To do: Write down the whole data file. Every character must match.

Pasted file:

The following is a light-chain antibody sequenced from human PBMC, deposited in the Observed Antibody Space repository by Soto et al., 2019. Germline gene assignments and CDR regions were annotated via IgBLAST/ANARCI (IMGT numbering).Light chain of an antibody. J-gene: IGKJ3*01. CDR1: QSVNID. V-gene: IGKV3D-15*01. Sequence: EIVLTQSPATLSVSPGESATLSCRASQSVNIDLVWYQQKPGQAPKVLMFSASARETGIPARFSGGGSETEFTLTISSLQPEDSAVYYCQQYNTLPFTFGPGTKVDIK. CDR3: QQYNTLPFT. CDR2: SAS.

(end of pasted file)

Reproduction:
The following is a light-chain antibody sequenced from human PBMC, deposited in the Observed Antibody Space repository by Soto et al., 2019. Germline gene assignments and CDR regions were annotated via IgBLAST/ANARCI (IMGT numbering).Light chain of an antibody. J-gene: IGKJ3*01. CDR1: QSVNID. V-gene: IGKV3D-15*01. Sequence: EIVLTQSPATLSVSPGESATLSCRASQSVNIDLVWYQQKPGQAPKVLMFSASARETGIPARFSGGGSETEFTLTISSLQPEDSAVYYCQQYNTLPFTFGPGTKVDIK. CDR3: QQYNTLPFT. CDR2: SAS.